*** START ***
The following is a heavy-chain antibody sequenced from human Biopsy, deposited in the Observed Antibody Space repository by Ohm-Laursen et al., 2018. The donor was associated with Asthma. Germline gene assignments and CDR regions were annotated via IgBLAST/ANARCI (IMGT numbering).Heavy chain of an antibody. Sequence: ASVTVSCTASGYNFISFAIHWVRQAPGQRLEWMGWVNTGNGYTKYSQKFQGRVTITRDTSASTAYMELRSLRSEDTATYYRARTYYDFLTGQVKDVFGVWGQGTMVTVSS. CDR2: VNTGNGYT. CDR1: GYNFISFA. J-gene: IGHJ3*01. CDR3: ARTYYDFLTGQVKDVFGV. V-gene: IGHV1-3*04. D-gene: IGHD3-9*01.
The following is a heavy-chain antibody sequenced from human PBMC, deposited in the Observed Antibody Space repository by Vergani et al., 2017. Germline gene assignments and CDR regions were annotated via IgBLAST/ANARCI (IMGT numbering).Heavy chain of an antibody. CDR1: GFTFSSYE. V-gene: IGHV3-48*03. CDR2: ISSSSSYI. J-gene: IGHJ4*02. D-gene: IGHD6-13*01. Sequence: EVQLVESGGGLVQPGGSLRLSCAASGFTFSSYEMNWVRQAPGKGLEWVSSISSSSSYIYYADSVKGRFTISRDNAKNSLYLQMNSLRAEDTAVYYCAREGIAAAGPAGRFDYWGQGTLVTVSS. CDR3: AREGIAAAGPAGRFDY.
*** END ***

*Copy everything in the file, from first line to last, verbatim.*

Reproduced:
The following is a heavy-chain antibody sequenced from human Biopsy, deposited in the Observed Antibody Space repository by Ohm-Laursen et al., 2018. The donor was associated with Asthma. Germline gene assignments and CDR regions were annotated via IgBLAST/ANARCI (IMGT numbering).Heavy chain of an antibody. Sequence: ASVTVSCTASGYNFISFAIHWVRQAPGQRLEWMGWVNTGNGYTKYSQKFQGRVTITRDTSASTAYMELRSLRSEDTATYYRARTYYDFLTGQVKDVFGVWGQGTMVTVSS. CDR2: VNTGNGYT. CDR1: GYNFISFA. J-gene: IGHJ3*01. CDR3: ARTYYDFLTGQVKDVFGV. V-gene: IGHV1-3*04. D-gene: IGHD3-9*01.
The following is a heavy-chain antibody sequenced from human PBMC, deposited in the Observed Antibody Space repository by Vergani et al., 2017. Germline gene assignments and CDR regions were annotated via IgBLAST/ANARCI (IMGT numbering).Heavy chain of an antibody. CDR1: GFTFSSYE. V-gene: IGHV3-48*03. CDR2: ISSSSSYI. J-gene: IGHJ4*02. D-gene: IGHD6-13*01. Sequence: EVQLVESGGGLVQPGGSLRLSCAASGFTFSSYEMNWVRQAPGKGLEWVSSISSSSSYIYYADSVKGRFTISRDNAKNSLYLQMNSLRAEDTAVYYCAREGIAAAGPAGRFDYWGQGTLVTVSS. CDR3: AREGIAAAGPAGRFDY.